Based in Sydney, Australia, Foundry is a blog by Rebecca Thao. Her posts explore modern architecture through photos and quotes by influential architects, engineers, and artists.

House Plant.

My orchid is dying.  She doesn’t get enough light on the shelf, but the window sill is too cold.  The cats would eat her if left her unsupervised. 

She came to me looking well; fresh from the florist in the storefront suite of theFranklinCenter; rooted in old, musty moss contained in a glass bowl with no drainage.

No drainage.

After about a week, she wilted.  Her once magnificently blinding, white blossoms sagging and falling away.  Gracefully, of course.

Google gave me a slew of diagnosis.  I took her from my marble desk on the 20th floor of theFranklinCenter to my home to investigate.  After bumping along on the train and accosting other passengers on the bus, we arrived.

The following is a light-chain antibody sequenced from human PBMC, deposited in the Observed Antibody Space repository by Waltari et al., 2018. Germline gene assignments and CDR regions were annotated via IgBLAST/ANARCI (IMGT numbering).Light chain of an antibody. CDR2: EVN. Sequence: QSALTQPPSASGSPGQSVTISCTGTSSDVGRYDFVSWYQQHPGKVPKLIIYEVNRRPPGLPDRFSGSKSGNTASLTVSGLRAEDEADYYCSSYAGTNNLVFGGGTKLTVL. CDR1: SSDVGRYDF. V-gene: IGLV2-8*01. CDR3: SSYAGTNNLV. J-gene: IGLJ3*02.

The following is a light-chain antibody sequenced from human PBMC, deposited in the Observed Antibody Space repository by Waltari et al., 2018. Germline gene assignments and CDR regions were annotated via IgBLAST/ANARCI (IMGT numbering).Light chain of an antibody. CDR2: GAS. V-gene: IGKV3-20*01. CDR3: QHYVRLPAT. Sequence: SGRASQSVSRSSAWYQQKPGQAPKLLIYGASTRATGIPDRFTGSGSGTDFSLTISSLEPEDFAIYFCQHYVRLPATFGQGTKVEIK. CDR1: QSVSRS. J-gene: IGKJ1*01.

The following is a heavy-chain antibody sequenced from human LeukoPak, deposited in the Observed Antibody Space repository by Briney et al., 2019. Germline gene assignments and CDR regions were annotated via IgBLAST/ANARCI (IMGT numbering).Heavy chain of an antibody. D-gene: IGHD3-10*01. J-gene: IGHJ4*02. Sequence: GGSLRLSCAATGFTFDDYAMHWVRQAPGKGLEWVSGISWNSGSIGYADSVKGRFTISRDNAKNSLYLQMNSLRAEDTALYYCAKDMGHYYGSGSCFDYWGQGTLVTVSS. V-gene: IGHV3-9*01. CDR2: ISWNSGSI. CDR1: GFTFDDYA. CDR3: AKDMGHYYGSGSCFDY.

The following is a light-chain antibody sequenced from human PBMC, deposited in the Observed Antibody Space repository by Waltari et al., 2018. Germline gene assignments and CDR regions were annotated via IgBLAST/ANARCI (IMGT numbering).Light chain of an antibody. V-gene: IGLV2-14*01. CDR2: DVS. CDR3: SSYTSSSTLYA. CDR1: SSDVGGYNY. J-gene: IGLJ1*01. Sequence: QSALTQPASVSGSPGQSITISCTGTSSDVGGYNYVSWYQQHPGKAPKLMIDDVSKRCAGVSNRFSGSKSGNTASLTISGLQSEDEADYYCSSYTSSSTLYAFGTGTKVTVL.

I cleared off the wheel-able kitchen island Zan’s mother bought us and prepared for surgery.

I laid her on her side and delicately picked what was left of the roots out of the moss.

The roots were damp, and warm and smelled like the way Rainforest Café smells because of all that stagnant water.

I cut the rot away, and put her in a new pot (with drainage) and rooted her in a specialty Orchid Mix from the Home Depot. 

The prognosis seemed promising for awhile.  She looked content, unfazed.

But today. 

Today she is turning yellow and shedding her leaves.  Her once blindingly magnificent structure is too much to keep up with. 

She will strip away until there is nothing left.

My suicidal orchid.

Sometimes, downtown makes me feel this way too.  I only realize this once I am home.  Repotted.  Set up high on a shelf of safety.

Root rot manifests slowly, but deeply.

Care for your foundation, and the rest will come.